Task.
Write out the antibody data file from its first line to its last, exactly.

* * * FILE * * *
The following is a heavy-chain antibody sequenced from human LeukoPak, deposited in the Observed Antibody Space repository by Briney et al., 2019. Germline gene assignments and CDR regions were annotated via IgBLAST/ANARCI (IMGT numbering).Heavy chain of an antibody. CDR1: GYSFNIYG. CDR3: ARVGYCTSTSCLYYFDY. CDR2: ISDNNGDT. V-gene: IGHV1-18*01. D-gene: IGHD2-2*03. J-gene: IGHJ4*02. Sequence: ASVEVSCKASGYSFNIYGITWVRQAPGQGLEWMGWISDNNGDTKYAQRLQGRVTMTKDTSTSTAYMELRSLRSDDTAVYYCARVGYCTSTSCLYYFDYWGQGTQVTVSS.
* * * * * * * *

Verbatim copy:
The following is a heavy-chain antibody sequenced from human LeukoPak, deposited in the Observed Antibody Space repository by Briney et al., 2019. Germline gene assignments and CDR regions were annotated via IgBLAST/ANARCI (IMGT numbering).Heavy chain of an antibody. CDR1: GYSFNIYG. CDR3: ARVGYCTSTSCLYYFDY. CDR2: ISDNNGDT. V-gene: IGHV1-18*01. D-gene: IGHD2-2*03. J-gene: IGHJ4*02. Sequence: ASVEVSCKASGYSFNIYGITWVRQAPGQGLEWMGWISDNNGDTKYAQRLQGRVTMTKDTSTSTAYMELRSLRSDDTAVYYCARVGYCTSTSCLYYFDYWGQGTQVTVSS.